I’m always proud to tell people I’m a Certified Peer Specialist (CPS), but it isn’t something that’s well understood by people outside of the mental health community (and even by some inside). Explaining it is a little awkward: Phrases like “lived experience” aren’t familiar to most laypeople, so you actually do have to say, “I have been trained to help people who, like I do, have behavioral health challenges.” Then you get into the problem of the language: Is it appropriate to say challenges? It’s more politically correct to say “people who have been diagnosed with…” but many disavow those diagnoses and feel they’re inaccurate. Additionally, the phrase “behavioral health” doesn’t mean much to laypeople either. I either end up doing a weird self-deprecating thing (which jibes with my overall shtick) about being “crazy” or getting far too detailed about the history and successes of peer support in the United States, which frankly bores the crap out of people.
This is why it’s good that the media continues to cover peer support—so that it becomes more widely understood and accepted. The New York Times‘ Benedict Carey, who’s the best journalist covering the mental health beat, bar none, wrote about peer support in the last installment of his series “Lives Restored,” about people with severe mental illnesses living full lives in the open. In this final episode, Carey profiles Antonio Lambert, who deals with the challenge of dual diagnosis, which, as Carey points out, is a bitch (well, he puts it differently, but you know).
About peer support, Carey is a bit abbreviated:
The mental health care system has long made use of former patients as counselors and the practice has been controversial, in part because doctors and caseworkers have questioned their effectiveness. But recent research suggests that peer support can reduce costs, and in 2007, federal health officials ruled that states could bill for the services under Medicaid — if the state had a system in place to train and certify peer providers.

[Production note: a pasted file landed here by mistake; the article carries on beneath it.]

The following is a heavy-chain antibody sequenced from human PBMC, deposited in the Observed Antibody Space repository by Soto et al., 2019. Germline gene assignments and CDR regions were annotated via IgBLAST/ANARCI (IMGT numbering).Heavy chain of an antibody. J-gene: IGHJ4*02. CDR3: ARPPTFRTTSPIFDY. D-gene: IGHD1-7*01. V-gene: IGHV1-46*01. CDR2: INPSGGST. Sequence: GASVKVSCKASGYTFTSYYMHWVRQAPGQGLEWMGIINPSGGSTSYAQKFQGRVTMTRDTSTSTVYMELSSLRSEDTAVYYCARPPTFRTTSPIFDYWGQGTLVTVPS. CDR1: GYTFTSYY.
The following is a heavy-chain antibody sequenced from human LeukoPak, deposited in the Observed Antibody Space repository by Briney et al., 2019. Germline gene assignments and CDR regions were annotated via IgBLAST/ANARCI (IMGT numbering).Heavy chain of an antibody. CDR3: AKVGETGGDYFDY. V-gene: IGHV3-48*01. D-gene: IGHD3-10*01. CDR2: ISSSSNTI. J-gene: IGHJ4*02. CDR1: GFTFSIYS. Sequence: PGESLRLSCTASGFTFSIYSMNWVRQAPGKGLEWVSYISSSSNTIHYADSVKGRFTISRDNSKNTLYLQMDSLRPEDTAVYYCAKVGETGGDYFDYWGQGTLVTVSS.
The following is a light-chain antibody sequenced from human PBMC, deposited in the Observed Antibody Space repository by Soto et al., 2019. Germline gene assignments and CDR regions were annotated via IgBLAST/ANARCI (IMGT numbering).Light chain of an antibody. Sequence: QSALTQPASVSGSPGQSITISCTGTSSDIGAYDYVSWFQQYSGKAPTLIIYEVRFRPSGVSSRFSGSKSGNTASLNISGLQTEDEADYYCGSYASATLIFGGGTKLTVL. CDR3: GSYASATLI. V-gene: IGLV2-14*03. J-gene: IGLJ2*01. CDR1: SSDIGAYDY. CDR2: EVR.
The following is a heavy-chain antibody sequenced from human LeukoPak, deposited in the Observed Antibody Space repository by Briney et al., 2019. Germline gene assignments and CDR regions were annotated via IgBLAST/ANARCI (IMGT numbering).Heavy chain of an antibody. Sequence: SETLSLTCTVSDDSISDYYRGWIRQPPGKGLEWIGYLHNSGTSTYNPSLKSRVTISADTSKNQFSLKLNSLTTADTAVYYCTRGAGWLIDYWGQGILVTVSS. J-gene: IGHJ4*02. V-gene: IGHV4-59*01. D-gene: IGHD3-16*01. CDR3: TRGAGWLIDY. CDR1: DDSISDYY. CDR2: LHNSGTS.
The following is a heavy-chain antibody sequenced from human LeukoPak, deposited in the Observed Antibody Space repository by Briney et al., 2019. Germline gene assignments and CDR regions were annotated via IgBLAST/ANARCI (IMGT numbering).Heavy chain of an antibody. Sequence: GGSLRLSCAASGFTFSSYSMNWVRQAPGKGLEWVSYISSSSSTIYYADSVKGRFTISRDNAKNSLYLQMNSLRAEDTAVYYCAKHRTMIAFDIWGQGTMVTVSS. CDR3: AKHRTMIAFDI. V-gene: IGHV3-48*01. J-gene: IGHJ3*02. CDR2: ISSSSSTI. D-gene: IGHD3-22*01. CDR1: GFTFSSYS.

In the years since, “peer support has just exploded; I have been in this field for 25 years, and I have never seen anything happen so quickly,” said Larry Davidson, a mental health researcher at Yale. “Peers are living, breathing proof that recovery is possible, that it is real.”
One thing that struck me about the article is something I don’t hear people say enough: that peer specialists are willing to do things other traditional helpers are not. Lambert, now a successful recovery motivational speaker and counselor, started small but had a tremendous impact on the first place he worked as a peer specialist.
“He had the worst cases; he had to go into these high gang areas, places no one else would go,” said Sue Bethune, his boss at the time, who is now a mental health consultant in Greensboro. “He really opened the door for the program to be able to send people in there.”
When I managed peer specialists with dual diagnosis, in particular, that was something I saw again and again: fearlessness. There is nothing they haven’t been through and nothing they won’t do now to help someone else. That’s why it’s risky work for them, and why some, even Lambert, do relapse. But their ability to show up in dark places tells the person they’re working with: you’re important and I’m here and I’ll be here no matter where you go.
Lambert still struggles to believe he’s gotten to where he is. I’ve heard that a lot too. People who say, “I used to live on that grate and I’d score crack around that corner, and now I’m walking by in a suit and tie on my way to a meeting with city officials to talk about how to deal with people living on grates and scoring crack.” That disjunction can be a little overwhelming, and it’s a lot of pressure to be seen as a model for a community. What if you don’t measure up?
Read the rest of Lambert’s story and see a video of him here to see how he handles it all.